Home Education Paula Wallace: How a Public School Teacher Became a University President

Paula Wallace: How a Public School Teacher Became a University President

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Just a few years ago, you might not have heard of SCAD Savannah—the once-tiny art school founded in Savannah, Georgia, in 1978—but chances are, you know this name today, as the little college on the corner of Bull and Charlton has grown into the most comprehensive creative university around the globe.

Today, SCAD graduates work in the world’s best companies (Apple, Google, Pixar, Disney, Facebook, Nike, etc., etc.) as designers, storytellers, creatives, and leaders, and the SCAD name is synonymous with creative invention, from SCADcast (the must-listen podcast channel) and SCADpro (the elite in-house research consultancy) to the SCAD Savannah Film Festival (the largest university film fest in the U.S.) and the SCAD Museum of Art (one of the world’s most-lauded teaching museums). As of 2020, the university has graduated more than 55,000 alumni and enrolls more than 14,000 students from 100 countries, enrolled in 100+ degree programs at three locations in the U.S. (Savannah and Atlanta, Georgia), Europe (Lacoste, France), and online.

The real story here, though, is how the radiant glow of this brilliant international university was first sparked by an unlikely college founder: a humble public school teacher named Paula Wallace. “Teaching was my mother’s profession, and it became mine,” Wallace said. “There weren’t many options back then for bright and entrepreneurial young women, especially in the South. Teaching, nursing, that was about it.”

Wallace first had the notion to start SCAD when she was 29 years old and teaching third grade in the Atlanta public schools. She’d been teaching for eight years—mostly gifted and talented students—and had spent those years gaining insight after insight. Repetition, she observed, was one key to learning, as were demonstration and application. And her key insight, the one that started it all, was this: “If you can engage a student’s sense of invention, of creativity, you awaken joy and delight,” Wallace said. “An inspired student can learn and do anything. They can change the world.”

Wallace saw the value of creative education to prepare students for almost any human endeavor, and she quickly saw that this idea might find its greatest expression at the college level. “I’d never started a new college or even a business, but I’d been a student and earned three degrees. I knew what my own education lacked. I did the research. There was nothing like this in higher ed at the time, a creative university where a student could prepare for a career, to start their own company and use their gifts in any organization,” Wallace said. “No art-for-art’s-sake. Our motto would be, ‘No starving artists’!”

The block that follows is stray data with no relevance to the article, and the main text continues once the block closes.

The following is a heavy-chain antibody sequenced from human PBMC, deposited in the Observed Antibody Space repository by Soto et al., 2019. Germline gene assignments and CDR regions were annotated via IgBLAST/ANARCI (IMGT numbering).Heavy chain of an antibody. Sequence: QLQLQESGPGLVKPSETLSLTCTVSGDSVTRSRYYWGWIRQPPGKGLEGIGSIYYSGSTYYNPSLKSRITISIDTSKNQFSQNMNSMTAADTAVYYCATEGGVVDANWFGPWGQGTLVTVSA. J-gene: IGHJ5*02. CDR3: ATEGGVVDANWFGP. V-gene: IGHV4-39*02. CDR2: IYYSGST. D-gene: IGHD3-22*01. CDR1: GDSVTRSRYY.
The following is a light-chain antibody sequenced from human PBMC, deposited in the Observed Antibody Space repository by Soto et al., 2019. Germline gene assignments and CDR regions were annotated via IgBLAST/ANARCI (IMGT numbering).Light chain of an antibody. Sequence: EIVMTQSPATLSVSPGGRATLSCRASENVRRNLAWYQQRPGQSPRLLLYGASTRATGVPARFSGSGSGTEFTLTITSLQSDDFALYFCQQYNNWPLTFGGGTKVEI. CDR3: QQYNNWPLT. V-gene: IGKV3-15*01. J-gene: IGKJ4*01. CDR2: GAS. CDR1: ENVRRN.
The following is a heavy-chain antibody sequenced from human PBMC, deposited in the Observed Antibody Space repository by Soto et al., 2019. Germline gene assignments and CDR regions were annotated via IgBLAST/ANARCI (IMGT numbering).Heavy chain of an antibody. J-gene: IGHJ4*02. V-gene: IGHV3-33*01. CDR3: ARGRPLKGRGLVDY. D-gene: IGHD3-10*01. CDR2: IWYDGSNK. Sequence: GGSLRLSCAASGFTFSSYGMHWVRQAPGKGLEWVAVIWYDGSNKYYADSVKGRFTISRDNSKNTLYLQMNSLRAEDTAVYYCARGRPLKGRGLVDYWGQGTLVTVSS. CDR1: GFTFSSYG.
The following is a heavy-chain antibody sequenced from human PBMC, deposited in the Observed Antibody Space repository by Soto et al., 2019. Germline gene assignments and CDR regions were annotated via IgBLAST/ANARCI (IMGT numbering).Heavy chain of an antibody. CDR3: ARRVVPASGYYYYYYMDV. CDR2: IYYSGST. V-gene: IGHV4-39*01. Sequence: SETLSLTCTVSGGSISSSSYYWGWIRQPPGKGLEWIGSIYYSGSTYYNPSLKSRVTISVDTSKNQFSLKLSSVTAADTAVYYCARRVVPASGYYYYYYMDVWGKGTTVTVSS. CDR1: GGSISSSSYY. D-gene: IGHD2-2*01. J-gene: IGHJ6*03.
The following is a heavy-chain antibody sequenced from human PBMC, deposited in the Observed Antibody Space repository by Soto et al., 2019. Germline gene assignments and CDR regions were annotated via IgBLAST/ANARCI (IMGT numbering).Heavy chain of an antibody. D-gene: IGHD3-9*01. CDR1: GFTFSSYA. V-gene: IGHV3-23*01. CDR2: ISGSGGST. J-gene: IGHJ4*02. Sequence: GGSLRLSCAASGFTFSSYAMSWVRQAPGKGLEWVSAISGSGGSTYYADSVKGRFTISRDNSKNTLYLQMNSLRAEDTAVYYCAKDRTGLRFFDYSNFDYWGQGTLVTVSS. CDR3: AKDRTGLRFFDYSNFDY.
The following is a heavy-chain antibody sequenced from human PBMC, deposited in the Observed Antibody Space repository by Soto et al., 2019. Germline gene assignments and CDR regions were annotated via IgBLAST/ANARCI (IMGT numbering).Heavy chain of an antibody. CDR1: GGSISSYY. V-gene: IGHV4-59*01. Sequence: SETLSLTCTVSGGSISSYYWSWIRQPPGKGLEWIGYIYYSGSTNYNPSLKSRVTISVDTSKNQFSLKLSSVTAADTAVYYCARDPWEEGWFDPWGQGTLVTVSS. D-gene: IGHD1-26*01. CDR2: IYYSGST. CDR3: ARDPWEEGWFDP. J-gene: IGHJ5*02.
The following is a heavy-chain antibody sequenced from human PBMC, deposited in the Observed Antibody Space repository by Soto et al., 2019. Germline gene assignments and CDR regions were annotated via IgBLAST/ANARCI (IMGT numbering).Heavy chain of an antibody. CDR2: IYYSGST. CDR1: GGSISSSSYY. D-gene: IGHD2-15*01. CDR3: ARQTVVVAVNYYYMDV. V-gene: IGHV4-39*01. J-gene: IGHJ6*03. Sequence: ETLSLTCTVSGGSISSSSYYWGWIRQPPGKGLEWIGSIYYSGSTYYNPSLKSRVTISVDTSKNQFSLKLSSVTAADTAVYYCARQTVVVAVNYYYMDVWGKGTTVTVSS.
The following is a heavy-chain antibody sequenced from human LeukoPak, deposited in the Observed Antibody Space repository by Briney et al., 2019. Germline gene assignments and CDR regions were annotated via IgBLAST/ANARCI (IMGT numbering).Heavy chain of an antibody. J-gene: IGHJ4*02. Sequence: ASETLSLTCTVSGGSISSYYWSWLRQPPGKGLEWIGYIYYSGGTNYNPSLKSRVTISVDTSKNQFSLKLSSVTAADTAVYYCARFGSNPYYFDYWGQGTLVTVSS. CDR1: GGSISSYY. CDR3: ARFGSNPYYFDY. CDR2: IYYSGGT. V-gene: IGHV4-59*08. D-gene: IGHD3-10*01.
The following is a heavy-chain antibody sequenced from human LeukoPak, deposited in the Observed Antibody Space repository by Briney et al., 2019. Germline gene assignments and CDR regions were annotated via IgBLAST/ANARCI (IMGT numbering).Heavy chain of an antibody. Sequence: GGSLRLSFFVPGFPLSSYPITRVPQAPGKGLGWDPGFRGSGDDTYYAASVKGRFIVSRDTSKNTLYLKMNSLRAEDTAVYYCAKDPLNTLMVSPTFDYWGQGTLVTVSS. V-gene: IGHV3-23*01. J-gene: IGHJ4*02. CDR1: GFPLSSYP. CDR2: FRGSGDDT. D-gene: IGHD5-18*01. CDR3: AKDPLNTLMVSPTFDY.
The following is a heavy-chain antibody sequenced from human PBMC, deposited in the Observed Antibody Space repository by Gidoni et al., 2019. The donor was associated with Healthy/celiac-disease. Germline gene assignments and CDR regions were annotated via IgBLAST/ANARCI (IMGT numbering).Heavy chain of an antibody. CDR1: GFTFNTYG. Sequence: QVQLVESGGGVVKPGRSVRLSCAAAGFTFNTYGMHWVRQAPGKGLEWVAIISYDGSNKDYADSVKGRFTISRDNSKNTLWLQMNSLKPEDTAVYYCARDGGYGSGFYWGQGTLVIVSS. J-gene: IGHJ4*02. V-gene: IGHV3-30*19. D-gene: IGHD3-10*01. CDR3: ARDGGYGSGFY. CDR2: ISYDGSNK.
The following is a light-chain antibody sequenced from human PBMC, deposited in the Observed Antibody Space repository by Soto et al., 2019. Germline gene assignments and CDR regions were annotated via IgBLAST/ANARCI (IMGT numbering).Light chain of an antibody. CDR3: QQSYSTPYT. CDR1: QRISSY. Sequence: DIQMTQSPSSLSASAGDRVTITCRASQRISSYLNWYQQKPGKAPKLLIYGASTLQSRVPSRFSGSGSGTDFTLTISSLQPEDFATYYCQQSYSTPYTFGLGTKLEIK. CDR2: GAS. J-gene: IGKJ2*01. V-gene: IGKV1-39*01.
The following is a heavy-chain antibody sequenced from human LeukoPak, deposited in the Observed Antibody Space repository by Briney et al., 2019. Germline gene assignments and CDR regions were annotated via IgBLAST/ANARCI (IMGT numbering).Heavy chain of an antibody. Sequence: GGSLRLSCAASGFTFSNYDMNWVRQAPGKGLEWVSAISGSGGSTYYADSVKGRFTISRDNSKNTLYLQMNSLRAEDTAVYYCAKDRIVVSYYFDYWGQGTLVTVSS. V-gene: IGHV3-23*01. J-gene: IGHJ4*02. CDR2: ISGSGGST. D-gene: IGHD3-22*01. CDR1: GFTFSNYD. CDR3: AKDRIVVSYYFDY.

She said that she felt there must be a way to add kindness and compassion into higher education, and that, looking around, she didn’t see it. Wallace’s memoir, The Bee and the Acorn (released in paperback last year, with a new foreword and a new epilogue), tells the whole story of how she turned “No starving artists!” into a clarion call that would build SCAD into the preeminent arts university in the South and arguably in the world.

“In the very first year, 1978, my parents came and volunteered. Not just because they loved me, but because they believed in my dream and wanted to see it come true,” she said. Her parents “volunteered” another two decades, retiring for good in 1997. During those 20 years, they became honorary grandparents to all SCAD students. “When the students couldn’t go home for Thanksgiving, they’d invite them over to our own family Thanksgiving dinner.”

That family feeling persists at SCAD even today. “I love to stay in touch with our alumni, who are all over the world, and see what they’re doing,” she said. “They send me pictures of their babies and tell me when they’re getting married—and many times they’re marrying someone they met at SCAD. That’s really cool for me to see.” When Wallace speaks about SCAD students and grads, one can see the spark of a favorite childhood teacher in her eyes. She radiates hope and optimism.

“Students from everywhere come to the American South, to these cities we know and love—Atlanta and Savannah—and they fall in love, too. There’s beauty and history and real warmth from those who live here. SCAD is very international, but still Southern. We take hospitality very seriously.” Wallace said that the kindness and welcoming nature of SCAD inspires students to believe anything’s possible. “It’s the ultimate American dream to think that you can create whatever you want for yourself and your career,” said Wallace.

The future remains as bright and brilliant as ever for Paula Wallace SCAD, who has worn many hats since launching SCAD 42 years ago. She has served as academic dean, provost, vice president, and just celebrated her 20th anniversary as the university’s president. “The year 2020 shows us that nobody knows what the future holds. We continue to educate students for creative careers as we always have: with intention, and joy, and empowerment.”

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